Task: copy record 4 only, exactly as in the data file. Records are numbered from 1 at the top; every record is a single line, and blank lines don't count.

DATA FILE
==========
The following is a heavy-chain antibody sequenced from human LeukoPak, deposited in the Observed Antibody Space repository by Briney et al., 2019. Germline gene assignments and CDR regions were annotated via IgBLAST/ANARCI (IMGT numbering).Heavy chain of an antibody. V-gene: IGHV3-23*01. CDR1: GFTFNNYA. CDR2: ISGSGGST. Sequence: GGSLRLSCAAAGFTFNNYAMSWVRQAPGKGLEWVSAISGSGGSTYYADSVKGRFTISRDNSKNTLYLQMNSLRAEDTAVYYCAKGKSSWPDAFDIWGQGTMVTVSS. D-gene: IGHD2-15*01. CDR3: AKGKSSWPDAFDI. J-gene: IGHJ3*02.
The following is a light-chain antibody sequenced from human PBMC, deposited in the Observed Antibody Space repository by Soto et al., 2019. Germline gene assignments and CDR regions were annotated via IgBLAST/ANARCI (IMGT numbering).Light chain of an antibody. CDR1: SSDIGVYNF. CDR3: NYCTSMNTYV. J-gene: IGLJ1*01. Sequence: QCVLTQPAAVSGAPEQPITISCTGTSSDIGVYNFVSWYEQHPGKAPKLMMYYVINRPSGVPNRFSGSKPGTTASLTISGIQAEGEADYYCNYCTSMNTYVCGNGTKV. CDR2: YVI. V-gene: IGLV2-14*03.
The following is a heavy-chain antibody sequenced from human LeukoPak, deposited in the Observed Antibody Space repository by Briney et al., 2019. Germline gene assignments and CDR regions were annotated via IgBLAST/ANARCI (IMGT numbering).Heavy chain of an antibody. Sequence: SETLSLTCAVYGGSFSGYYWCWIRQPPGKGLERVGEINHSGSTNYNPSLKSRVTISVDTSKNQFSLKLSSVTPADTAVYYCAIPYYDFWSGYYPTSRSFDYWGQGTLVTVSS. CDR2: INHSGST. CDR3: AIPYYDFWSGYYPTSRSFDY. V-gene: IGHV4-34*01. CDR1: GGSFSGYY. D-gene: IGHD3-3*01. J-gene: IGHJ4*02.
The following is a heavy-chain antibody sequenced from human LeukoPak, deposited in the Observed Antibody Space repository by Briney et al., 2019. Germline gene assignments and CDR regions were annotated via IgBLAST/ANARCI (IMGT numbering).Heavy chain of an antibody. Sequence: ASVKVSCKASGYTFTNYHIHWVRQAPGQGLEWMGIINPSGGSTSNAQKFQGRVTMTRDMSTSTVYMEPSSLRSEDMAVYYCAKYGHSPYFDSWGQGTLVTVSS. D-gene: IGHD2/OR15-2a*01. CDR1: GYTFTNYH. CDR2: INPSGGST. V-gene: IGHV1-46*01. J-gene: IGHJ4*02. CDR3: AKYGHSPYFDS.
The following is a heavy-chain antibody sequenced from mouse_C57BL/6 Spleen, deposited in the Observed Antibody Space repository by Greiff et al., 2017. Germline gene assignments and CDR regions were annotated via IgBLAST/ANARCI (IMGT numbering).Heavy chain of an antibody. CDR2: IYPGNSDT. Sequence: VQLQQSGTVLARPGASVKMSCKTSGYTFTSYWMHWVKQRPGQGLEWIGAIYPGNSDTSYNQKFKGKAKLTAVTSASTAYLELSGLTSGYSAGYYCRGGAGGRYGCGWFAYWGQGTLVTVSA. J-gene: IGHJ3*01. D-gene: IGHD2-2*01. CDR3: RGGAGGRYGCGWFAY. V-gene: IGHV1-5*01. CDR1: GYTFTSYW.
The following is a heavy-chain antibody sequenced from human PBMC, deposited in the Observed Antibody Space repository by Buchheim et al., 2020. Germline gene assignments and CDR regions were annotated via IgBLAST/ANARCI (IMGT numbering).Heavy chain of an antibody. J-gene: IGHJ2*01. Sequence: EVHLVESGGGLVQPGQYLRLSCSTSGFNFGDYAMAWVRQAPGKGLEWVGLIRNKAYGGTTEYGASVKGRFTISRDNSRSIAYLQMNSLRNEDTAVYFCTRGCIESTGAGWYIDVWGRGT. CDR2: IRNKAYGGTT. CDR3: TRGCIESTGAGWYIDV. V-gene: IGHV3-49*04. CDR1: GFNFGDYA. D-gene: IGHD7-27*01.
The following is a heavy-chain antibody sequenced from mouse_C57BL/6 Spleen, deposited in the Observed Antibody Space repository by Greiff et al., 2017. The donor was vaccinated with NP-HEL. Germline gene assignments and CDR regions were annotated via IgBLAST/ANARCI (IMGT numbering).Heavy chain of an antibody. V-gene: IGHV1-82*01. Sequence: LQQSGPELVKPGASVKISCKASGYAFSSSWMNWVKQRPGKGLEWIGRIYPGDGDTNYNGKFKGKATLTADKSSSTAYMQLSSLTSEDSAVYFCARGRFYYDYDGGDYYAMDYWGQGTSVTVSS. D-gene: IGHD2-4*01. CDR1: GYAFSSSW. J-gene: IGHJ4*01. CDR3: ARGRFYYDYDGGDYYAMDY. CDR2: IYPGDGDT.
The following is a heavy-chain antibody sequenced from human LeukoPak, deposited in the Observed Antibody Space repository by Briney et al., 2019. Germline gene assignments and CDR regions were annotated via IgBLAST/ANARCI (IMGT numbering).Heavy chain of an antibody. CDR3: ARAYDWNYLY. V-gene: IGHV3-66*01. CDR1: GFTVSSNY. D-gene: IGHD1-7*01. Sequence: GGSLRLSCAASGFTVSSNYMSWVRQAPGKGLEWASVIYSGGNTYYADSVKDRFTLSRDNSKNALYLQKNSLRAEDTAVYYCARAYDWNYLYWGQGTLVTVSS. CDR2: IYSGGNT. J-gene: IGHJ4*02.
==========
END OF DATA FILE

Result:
The following is a heavy-chain antibody sequenced from human LeukoPak, deposited in the Observed Antibody Space repository by Briney et al., 2019. Germline gene assignments and CDR regions were annotated via IgBLAST/ANARCI (IMGT numbering).Heavy chain of an antibody. Sequence: ASVKVSCKASGYTFTNYHIHWVRQAPGQGLEWMGIINPSGGSTSNAQKFQGRVTMTRDMSTSTVYMEPSSLRSEDMAVYYCAKYGHSPYFDSWGQGTLVTVSS. D-gene: IGHD2/OR15-2a*01. CDR1: GYTFTNYH. CDR2: INPSGGST. V-gene: IGHV1-46*01. J-gene: IGHJ4*02. CDR3: AKYGHSPYFDS.